The complete conversion of US 281 from a freeway, already built and open to traffic for decades, to a toll road shocked the Commission and was a central part of the hearing. Representative Linda Harper-Brown questioned TxDOT’s perversion of a state law, HB 2702, that prohibits conversions without a public vote and requires them to leave as many non-toll lanes that exist before adding toll lanes. But TxDOT is tolling every single express lane (or main lane) on US 281 and downgrading the non-toll lanes to access roads with slower speed limits and permanent stop lights, an unfair replacement say critics.

Even worse, the 281 improvements have been funded with gas taxes starting in 2003 ($100 million plan total), but it was turned into a toll road simply to generate revenue for other area projects, clearly a discriminatory, targeted tax. Now as a toll road, the pricetag has ballooned to a whopping $1.3 billion!

“With highway robbery of this scale, it’s no wonder the supposed funding gap for future roads swelled to $86 billion. This is insane! Rep. Joe Pickett once stated we can build 4 freeways for the price of one toll road. In the case of US 281, we can build 10 freeways for the price of one toll project!” notes an outraged Hall.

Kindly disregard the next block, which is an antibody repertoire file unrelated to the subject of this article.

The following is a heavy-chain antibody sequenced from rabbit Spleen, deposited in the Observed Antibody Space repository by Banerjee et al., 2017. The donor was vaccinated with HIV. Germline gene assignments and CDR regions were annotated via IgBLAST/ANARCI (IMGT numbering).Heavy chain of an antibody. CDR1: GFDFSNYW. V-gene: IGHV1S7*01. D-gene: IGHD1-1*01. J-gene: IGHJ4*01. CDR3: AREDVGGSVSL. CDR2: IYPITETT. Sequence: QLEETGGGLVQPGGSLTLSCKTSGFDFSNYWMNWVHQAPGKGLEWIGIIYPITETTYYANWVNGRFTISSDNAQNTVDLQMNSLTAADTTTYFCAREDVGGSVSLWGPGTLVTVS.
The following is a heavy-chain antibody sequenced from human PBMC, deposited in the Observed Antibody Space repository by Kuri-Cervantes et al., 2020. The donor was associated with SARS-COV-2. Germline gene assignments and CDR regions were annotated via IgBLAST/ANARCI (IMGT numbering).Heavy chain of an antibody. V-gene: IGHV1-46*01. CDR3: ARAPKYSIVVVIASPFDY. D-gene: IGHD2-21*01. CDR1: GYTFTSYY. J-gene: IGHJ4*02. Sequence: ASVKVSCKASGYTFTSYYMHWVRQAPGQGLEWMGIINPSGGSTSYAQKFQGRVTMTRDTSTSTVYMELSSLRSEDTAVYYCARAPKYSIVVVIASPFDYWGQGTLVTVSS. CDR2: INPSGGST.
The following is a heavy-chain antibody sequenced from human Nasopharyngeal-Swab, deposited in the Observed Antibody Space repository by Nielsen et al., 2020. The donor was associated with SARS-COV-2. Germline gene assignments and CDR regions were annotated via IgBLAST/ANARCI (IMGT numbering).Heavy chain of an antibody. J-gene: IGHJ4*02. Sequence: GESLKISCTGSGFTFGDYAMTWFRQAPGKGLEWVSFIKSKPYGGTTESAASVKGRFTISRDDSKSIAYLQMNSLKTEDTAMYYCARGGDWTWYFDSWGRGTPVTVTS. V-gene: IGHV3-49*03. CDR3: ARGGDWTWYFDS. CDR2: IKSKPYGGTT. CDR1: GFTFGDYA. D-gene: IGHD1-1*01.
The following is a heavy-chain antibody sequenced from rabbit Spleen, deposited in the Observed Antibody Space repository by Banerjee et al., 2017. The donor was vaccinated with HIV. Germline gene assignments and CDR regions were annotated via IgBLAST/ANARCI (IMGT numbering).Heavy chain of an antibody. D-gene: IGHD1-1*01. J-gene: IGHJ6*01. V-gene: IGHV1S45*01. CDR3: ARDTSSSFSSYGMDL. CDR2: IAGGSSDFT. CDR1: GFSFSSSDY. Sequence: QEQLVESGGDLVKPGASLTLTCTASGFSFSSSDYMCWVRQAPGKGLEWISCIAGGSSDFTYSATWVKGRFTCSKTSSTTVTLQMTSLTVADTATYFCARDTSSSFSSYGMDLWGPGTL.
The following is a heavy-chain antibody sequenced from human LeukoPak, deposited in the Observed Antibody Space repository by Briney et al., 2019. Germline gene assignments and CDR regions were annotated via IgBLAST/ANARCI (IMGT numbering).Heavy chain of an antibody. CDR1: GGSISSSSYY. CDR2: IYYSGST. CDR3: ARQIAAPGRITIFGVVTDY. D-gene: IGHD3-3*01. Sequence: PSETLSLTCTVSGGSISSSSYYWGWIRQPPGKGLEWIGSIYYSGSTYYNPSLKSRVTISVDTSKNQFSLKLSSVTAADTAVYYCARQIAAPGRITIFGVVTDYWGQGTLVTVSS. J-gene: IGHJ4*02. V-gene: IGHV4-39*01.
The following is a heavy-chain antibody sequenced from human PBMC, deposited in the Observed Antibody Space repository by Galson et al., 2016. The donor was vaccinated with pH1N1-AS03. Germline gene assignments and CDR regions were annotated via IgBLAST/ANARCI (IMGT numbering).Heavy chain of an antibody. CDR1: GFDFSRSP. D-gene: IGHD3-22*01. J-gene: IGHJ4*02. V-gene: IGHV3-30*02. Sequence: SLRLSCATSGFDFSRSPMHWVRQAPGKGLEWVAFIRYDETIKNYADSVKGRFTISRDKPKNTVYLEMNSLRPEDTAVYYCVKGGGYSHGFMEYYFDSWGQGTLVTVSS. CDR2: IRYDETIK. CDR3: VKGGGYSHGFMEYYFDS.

TURF also delivered disks of all the evidence in their lawsuit to the Travis County District Attorney’s office to press them to file criminal charges against guilty parties.

“Texans are tired of one legal standard for them and another for those in power. The Truth Be Tolled TURF Special Edition DVD ( is enough evidence to show TxDOT is guilty of lying under oath and prosecuting an illegal ad and lobbying campaign on the taxpayers’ dime. Blood’s in the water now, and the sharks are circling. The people demand justice,” Hall commented.